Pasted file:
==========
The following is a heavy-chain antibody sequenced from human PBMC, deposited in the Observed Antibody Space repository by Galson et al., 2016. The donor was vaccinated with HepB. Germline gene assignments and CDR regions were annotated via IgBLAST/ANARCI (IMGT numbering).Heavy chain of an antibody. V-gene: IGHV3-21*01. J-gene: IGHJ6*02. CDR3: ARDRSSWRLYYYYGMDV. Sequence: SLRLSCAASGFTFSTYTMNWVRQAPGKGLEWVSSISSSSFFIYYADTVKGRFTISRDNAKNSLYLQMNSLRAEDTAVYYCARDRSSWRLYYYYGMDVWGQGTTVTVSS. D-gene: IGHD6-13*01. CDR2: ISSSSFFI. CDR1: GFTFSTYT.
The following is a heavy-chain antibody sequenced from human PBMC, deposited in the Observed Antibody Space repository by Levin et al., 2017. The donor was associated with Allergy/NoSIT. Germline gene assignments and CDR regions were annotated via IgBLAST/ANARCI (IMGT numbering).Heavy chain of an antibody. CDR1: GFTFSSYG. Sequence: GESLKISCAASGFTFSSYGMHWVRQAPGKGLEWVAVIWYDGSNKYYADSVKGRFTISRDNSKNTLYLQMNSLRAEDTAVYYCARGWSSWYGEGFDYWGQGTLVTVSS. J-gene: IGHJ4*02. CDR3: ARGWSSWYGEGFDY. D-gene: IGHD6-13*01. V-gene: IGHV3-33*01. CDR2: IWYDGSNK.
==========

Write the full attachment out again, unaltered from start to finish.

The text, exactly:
The following is a heavy-chain antibody sequenced from human PBMC, deposited in the Observed Antibody Space repository by Galson et al., 2016. The donor was vaccinated with HepB. Germline gene assignments and CDR regions were annotated via IgBLAST/ANARCI (IMGT numbering).Heavy chain of an antibody. V-gene: IGHV3-21*01. J-gene: IGHJ6*02. CDR3: ARDRSSWRLYYYYGMDV. Sequence: SLRLSCAASGFTFSTYTMNWVRQAPGKGLEWVSSISSSSFFIYYADTVKGRFTISRDNAKNSLYLQMNSLRAEDTAVYYCARDRSSWRLYYYYGMDVWGQGTTVTVSS. D-gene: IGHD6-13*01. CDR2: ISSSSFFI. CDR1: GFTFSTYT.
The following is a heavy-chain antibody sequenced from human PBMC, deposited in the Observed Antibody Space repository by Levin et al., 2017. The donor was associated with Allergy/NoSIT. Germline gene assignments and CDR regions were annotated via IgBLAST/ANARCI (IMGT numbering).Heavy chain of an antibody. CDR1: GFTFSSYG. Sequence: GESLKISCAASGFTFSSYGMHWVRQAPGKGLEWVAVIWYDGSNKYYADSVKGRFTISRDNSKNTLYLQMNSLRAEDTAVYYCARGWSSWYGEGFDYWGQGTLVTVSS. J-gene: IGHJ4*02. CDR3: ARGWSSWYGEGFDY. D-gene: IGHD6-13*01. V-gene: IGHV3-33*01. CDR2: IWYDGSNK.